So, I lied. Remember that time I pretty much called out every guy I’ve slept with and revealed that, despite their alleged sexual prowess, they’ve never made me orgasm? Well, that was true; only one guy has ever made me come, and it’s only happened once (still). But I feel like I might have been a little misleading; that definitely wasn’t my first orgasm. I can attribute my foray into the muscle-clenching, heavenly world of orgasmic bliss to a really phenomenal night’s sleep.
It started out as just an average night, resting up for a 6 a.m. wake up call for first period high school biology. My sister and I shared a room, so we said goodnight and I innocently drifted off. My subconscious brought to life tantalizing fantasies of my high school baseball player crush. Or my football crush. Or that one that played soccer. In any case, whether I dreamed he was pulling my then-pink hair and sexily penning me against my locker or tutoring me in statistics, the end result was the most phenomenal sensation my little teenage body had ever experienced.
I woke up just as the glorious spasming was starting to taper off. My initial reaction (after my heartbeat slowed to normal and I loosened the grip on my comforter) was a combination of concern and confusion. To this day, I’m still not totally sure if I’m as theatrically loud when I come in my sleep as I am during my waking clit-induced climaxes, but I’m just going to hope that my sister didn’t get an earful of my warbling vocalizations. And although my 16 year-old self couldn’t say for sure, I was pretty positive I had just successfully gotten myself off with my mind. If I could control it, it would be the most awesome manifestation of telekinesis ever.
For those of you who haven’t found yourself spasming awake to the pulsations of your org-alarm, don’t give up hope yet. Nearly 40 percent of women experience sleep-related female orgasms (or S.R.F.O.s for those in-the-know) before the age of 45. Out of my friends surveyed, I’ve only come across one who has had a nocturnal orgasm. The rest of my test subjects had no idea that coming in your sleep was possible for a woman — a statistic that I associate with the fact that the topic goes almost entirely unaddressed in sexual education. Essentially, it’s the equivalent of a wet dream for a man — without the messy morning clean up — but, in typical female orgasm fashion, is far less common.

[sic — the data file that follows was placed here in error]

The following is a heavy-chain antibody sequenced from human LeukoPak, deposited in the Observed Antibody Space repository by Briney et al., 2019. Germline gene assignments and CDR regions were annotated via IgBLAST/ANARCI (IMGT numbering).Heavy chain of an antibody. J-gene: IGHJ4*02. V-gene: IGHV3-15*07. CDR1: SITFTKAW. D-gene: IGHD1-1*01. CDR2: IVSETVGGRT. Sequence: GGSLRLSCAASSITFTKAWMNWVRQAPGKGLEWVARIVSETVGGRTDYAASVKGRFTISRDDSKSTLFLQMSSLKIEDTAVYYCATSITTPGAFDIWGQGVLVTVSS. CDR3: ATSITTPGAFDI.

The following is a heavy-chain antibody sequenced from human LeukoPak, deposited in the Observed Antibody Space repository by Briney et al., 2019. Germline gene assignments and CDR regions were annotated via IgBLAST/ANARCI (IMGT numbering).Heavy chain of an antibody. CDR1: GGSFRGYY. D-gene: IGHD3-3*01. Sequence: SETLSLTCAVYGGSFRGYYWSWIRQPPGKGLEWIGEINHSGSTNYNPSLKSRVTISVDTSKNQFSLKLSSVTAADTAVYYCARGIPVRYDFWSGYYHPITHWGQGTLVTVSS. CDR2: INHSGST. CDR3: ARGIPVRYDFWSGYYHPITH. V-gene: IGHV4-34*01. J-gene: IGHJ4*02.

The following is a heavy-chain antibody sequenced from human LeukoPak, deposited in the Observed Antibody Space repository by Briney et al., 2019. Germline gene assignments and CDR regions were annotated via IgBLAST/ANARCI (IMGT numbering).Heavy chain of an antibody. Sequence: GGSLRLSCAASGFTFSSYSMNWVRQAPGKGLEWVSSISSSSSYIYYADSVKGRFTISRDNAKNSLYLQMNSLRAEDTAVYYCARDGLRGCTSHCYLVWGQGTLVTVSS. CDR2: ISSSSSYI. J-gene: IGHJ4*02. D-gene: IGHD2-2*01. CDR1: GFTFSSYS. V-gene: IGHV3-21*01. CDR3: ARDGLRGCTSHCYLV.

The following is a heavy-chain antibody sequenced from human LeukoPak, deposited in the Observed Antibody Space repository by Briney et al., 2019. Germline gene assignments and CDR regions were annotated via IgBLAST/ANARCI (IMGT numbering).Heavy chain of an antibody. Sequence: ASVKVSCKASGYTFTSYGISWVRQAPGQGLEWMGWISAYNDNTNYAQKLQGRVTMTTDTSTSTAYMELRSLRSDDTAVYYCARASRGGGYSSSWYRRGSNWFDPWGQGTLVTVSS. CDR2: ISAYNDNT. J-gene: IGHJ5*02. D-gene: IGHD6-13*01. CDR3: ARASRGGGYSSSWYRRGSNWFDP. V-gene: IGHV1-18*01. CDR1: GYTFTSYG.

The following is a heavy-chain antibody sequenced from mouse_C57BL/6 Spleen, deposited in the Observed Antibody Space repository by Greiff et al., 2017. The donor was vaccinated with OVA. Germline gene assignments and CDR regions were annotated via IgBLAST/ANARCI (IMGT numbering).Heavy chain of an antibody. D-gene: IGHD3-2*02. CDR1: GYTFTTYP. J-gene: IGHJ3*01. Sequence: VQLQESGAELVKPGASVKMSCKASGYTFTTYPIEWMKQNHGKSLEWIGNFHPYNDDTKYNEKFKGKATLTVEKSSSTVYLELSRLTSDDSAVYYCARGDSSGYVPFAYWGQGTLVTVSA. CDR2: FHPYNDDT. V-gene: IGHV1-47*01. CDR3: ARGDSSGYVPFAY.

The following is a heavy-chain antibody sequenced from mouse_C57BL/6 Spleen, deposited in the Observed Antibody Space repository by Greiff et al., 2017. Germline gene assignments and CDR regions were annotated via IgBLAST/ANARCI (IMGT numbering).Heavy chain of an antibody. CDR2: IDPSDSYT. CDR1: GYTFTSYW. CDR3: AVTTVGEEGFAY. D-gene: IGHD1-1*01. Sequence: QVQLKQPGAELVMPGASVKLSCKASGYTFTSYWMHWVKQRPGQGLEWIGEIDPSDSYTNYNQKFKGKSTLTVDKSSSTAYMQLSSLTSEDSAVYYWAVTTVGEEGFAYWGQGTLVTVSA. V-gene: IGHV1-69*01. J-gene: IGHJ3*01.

There are dozens of factors speculated to help explain why some women might unexpectedly reach their peak during the dead of night. According to Dr. Alfred Kinsey, a woman’s sexual experience is a good predictor of her frequency of midnight madness. So basically, the more sex you have (or the more you masturbate) the more likely you are to find yourself coming before daybreak. Additionally, women who were diagnosed as neurotic or suffered from anxiety won out in the long run with some stress-relieving, involuntary, orgasmic fun times. And if you know about the phenomenon of S.R.F.O.’s, you’re more likely to get lucky. So, the women who get laid, border on crazy and read this column are having the best wake-up calls ever. I’d personally recommend factoring in some time for regular reading of filthy romance novels before bed to set the stage for sex dreams. Works like a charm.
Even though I’m usually pregaming bedtime with a few “bitch fuels” at Ruloff’s, or wearing myself out in studio, my lack of truly restful sleep has yet to stand in between me and S.R.F.O.s. While Dr. Kinsey claims that the women who have the most sex are the ones who are blessed with effortless orgasms, I’d venture to say that the opposite might prove to be equally as susceptible to these nighttime surprises. Maybe the fact that I’m not getting any (but making up for it by living vicariously through horny fictional characters) means that my body just wants to cut me a break. I interpret the two (on average) sleep orgasms I have per month to be my coital consolation prize.
With that in mind, I think it’s probably nap time. Wish me luck.
The Preacher’s Daughter is a senior in the College of Arts and Sciences. She may be reached at email@example.com. Decent Exposure appears alternate Thursdays this semester.